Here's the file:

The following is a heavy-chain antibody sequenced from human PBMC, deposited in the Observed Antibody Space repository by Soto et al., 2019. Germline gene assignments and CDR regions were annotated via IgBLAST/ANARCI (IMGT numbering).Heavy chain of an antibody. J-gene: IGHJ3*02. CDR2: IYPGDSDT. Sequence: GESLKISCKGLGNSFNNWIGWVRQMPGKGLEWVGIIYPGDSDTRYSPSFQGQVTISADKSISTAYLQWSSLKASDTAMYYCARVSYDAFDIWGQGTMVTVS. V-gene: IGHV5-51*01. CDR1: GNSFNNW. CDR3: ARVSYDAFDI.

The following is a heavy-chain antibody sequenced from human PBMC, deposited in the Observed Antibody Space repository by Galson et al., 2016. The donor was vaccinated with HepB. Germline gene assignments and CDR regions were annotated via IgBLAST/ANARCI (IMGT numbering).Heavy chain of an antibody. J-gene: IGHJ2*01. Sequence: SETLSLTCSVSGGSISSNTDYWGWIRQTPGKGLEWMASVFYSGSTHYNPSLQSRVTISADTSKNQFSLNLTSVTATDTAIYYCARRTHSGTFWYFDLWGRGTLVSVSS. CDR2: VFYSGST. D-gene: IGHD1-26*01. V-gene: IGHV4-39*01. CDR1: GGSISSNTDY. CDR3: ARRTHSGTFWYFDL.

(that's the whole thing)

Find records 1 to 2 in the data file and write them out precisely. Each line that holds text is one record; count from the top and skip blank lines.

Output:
The following is a heavy-chain antibody sequenced from human PBMC, deposited in the Observed Antibody Space repository by Soto et al., 2019. Germline gene assignments and CDR regions were annotated via IgBLAST/ANARCI (IMGT numbering).Heavy chain of an antibody. J-gene: IGHJ3*02. CDR2: IYPGDSDT. Sequence: GESLKISCKGLGNSFNNWIGWVRQMPGKGLEWVGIIYPGDSDTRYSPSFQGQVTISADKSISTAYLQWSSLKASDTAMYYCARVSYDAFDIWGQGTMVTVS. V-gene: IGHV5-51*01. CDR1: GNSFNNW. CDR3: ARVSYDAFDI.

The following is a heavy-chain antibody sequenced from human PBMC, deposited in the Observed Antibody Space repository by Galson et al., 2016. The donor was vaccinated with HepB. Germline gene assignments and CDR regions were annotated via IgBLAST/ANARCI (IMGT numbering).Heavy chain of an antibody. J-gene: IGHJ2*01. Sequence: SETLSLTCSVSGGSISSNTDYWGWIRQTPGKGLEWMASVFYSGSTHYNPSLQSRVTISADTSKNQFSLNLTSVTATDTAIYYCARRTHSGTFWYFDLWGRGTLVSVSS. CDR2: VFYSGST. D-gene: IGHD1-26*01. V-gene: IGHV4-39*01. CDR1: GGSISSNTDY. CDR3: ARRTHSGTFWYFDL.